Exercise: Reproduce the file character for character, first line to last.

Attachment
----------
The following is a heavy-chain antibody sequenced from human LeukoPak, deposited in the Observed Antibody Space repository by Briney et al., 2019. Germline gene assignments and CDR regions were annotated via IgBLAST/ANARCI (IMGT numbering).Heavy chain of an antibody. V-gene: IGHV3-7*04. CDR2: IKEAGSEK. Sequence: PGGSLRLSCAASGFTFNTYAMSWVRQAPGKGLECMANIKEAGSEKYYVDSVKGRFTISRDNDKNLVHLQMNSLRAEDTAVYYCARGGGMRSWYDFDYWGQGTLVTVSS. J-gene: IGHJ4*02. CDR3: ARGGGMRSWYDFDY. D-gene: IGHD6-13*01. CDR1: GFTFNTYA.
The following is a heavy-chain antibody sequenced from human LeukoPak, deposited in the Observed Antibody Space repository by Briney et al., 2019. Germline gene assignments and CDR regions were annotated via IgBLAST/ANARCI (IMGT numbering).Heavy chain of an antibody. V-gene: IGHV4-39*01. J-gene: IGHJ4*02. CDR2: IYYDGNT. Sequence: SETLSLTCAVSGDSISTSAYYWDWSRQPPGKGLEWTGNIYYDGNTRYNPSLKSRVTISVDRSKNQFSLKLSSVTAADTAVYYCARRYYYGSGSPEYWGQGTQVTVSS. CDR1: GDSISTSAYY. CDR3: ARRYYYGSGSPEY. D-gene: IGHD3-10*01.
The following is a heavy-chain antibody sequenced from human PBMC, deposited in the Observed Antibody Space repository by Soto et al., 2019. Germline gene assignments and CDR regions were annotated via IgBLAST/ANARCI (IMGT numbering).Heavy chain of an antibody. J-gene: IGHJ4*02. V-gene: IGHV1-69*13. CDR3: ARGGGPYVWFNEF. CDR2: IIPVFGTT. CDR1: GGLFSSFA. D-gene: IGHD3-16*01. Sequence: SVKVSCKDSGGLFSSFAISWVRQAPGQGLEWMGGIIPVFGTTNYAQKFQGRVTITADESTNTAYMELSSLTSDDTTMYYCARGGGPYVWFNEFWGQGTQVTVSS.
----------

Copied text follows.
The following is a heavy-chain antibody sequenced from human LeukoPak, deposited in the Observed Antibody Space repository by Briney et al., 2019. Germline gene assignments and CDR regions were annotated via IgBLAST/ANARCI (IMGT numbering).Heavy chain of an antibody. V-gene: IGHV3-7*04. CDR2: IKEAGSEK. Sequence: PGGSLRLSCAASGFTFNTYAMSWVRQAPGKGLECMANIKEAGSEKYYVDSVKGRFTISRDNDKNLVHLQMNSLRAEDTAVYYCARGGGMRSWYDFDYWGQGTLVTVSS. J-gene: IGHJ4*02. CDR3: ARGGGMRSWYDFDY. D-gene: IGHD6-13*01. CDR1: GFTFNTYA.
The following is a heavy-chain antibody sequenced from human LeukoPak, deposited in the Observed Antibody Space repository by Briney et al., 2019. Germline gene assignments and CDR regions were annotated via IgBLAST/ANARCI (IMGT numbering).Heavy chain of an antibody. V-gene: IGHV4-39*01. J-gene: IGHJ4*02. CDR2: IYYDGNT. Sequence: SETLSLTCAVSGDSISTSAYYWDWSRQPPGKGLEWTGNIYYDGNTRYNPSLKSRVTISVDRSKNQFSLKLSSVTAADTAVYYCARRYYYGSGSPEYWGQGTQVTVSS. CDR1: GDSISTSAYY. CDR3: ARRYYYGSGSPEY. D-gene: IGHD3-10*01.
The following is a heavy-chain antibody sequenced from human PBMC, deposited in the Observed Antibody Space repository by Soto et al., 2019. Germline gene assignments and CDR regions were annotated via IgBLAST/ANARCI (IMGT numbering).Heavy chain of an antibody. J-gene: IGHJ4*02. V-gene: IGHV1-69*13. CDR3: ARGGGPYVWFNEF. CDR2: IIPVFGTT. CDR1: GGLFSSFA. D-gene: IGHD3-16*01. Sequence: SVKVSCKDSGGLFSSFAISWVRQAPGQGLEWMGGIIPVFGTTNYAQKFQGRVTITADESTNTAYMELSSLTSDDTTMYYCARGGGPYVWFNEFWGQGTQVTVSS.